Reaping big from cocoa
INTERVIEW: Stephen Sembuya is the CEO of Pink Food Industries, a cocoa-producing enterprise. He spoke to Ian Katusiime about cocoa and the other pertinent issues in the industry.
What influences your management style?
I come from an industrious background. My dad was the founder of Sembule Group, which had companies like Sembule Investment Bank now Bank of Africa formerly Allied Bank. It also had Pan World Insurance now Lions Assurance. He was also trading in electronics like televisions and radios. So growing up in such a home meant that there were no shortcuts to work.
Briefly, take us through the process of making chocolate at your factory?
Once we have harvested the cocoa beans from the farm, we take them through the process of fermentation. Fermentation helps to remove water content in the beans and also gives it the chocolate taste. Once fermentation is done for a period of seven days, the beans are dried for about 5-7 days. The dried cocoa beans are then taken to the factory where another process starts with roasting to kill the bacteria that could have been carried from the garden to fermentation. Secondly, roasting also helps to give chocolate a future shelf life and the taste or aroma of the chocolate. We then take it through winnowing. This is where we remove the husks and the inside parts called the nibs. After the winnowing we take the beans through pre-grinding, grinding and then temporary moulding of the chocolate depending the required shape. All this is done by Ugandans.
What progress have you made on exporting to the external market?
To start with, our new innovations have been able to attract the entire world. Individuals from Asia, Europe and Africa have been coming here. We have also been able to attract world media houses such as CNN, AFP, CCTV, BBC, and Reuters. These have given us huge exposure and as a result, we have got some orders for our semi-finished chocolate. Semi-finished means we put it up to the level of chocolate paste. Some companies prefer it at that level.
Some observers say the cocoa industry in Uganda has failed to take off?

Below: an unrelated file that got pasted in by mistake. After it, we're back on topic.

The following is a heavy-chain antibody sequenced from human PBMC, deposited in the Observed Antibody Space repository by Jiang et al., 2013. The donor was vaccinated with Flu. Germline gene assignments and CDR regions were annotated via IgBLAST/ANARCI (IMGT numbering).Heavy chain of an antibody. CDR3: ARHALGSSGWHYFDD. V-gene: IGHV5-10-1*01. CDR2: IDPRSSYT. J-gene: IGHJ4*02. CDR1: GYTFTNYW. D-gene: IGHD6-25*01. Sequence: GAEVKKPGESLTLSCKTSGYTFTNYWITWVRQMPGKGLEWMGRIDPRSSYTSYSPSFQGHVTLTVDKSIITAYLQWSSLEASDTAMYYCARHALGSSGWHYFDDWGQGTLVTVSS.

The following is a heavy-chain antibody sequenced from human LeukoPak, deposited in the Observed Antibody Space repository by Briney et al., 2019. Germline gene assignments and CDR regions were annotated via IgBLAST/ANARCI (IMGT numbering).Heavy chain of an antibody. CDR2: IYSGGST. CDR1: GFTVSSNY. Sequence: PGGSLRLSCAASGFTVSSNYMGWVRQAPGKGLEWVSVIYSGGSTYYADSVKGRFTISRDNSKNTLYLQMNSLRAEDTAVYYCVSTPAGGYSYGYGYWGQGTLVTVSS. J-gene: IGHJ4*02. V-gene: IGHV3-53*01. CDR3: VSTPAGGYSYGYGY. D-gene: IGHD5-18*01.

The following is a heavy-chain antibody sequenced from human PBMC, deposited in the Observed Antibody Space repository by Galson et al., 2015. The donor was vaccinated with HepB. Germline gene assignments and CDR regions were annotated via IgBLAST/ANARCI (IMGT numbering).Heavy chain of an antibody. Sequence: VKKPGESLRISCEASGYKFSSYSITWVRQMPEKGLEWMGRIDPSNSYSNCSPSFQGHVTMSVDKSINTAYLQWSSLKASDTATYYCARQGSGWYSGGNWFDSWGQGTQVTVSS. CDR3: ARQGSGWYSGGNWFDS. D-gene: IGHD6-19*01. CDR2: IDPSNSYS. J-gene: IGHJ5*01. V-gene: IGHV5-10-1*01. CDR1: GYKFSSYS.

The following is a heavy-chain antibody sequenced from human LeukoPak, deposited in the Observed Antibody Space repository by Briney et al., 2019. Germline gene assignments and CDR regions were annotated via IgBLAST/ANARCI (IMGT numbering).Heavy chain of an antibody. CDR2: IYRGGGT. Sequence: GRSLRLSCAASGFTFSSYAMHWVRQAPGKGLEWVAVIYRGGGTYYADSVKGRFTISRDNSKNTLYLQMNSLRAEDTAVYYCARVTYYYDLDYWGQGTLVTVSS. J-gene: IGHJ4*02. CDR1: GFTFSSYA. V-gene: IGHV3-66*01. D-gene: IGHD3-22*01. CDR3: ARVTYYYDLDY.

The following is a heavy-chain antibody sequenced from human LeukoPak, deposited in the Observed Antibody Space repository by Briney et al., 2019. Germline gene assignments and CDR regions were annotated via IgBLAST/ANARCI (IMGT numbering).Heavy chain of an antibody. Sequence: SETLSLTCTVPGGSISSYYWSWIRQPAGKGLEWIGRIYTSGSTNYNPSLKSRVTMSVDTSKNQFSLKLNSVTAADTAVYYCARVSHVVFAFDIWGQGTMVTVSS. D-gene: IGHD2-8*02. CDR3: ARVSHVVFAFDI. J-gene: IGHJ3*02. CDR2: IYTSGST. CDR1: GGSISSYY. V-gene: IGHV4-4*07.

It has taken off from where it was ten years ago. The government was not putting focus on it although it is now the fourth-highest foreign exchange earning cash crop in Uganda today. Just last year, cocoa earned Uganda $74m. We are number five in Africa and still taking tremendous steps. Now, the government has been coming on board with Operation Wealth Creation – giving out seedlings to all Ugandans willing to go into cocoa growing. Cocoa earns more cash in terms of price per kilo than any other cash crop. A kilo of cocoa beans sell for about Shs 9m000 compared to coffee, which sells for about half of that.
What critical challenges do you face in the industry?
One of the major challenges is that the farmers have not been trained well on how to do proper fermentation and proper drying of cocoa beans. When they take it up to the market, they are paid less, for example by companies like Olam Esco. The other challenge is that farmers need the government to come in and realise that there is a huge potential and demand for cocoa worldwide. China’s demand has gone up by 6%. In traditional cocoa-growing countries such as Ghana, their trees have grown old, which has spiked demand elsewhere.
What interventions should the government take to boost the cocoa industry?
The government should come in through associations. I am trying to start an association for cocoa growers and processors. With this, the government can always look at the problems affecting cocoa growers in different regions. I once met the minister of agriculture but people at the ministry are have been slow on acting. They have been slow at implementation.
Where do you see Pink Food Industries in five years from now?
Right now, I have been blessed that a number of of people who have seen the potential in Pink Foods and there is a result. I have new partners coming in.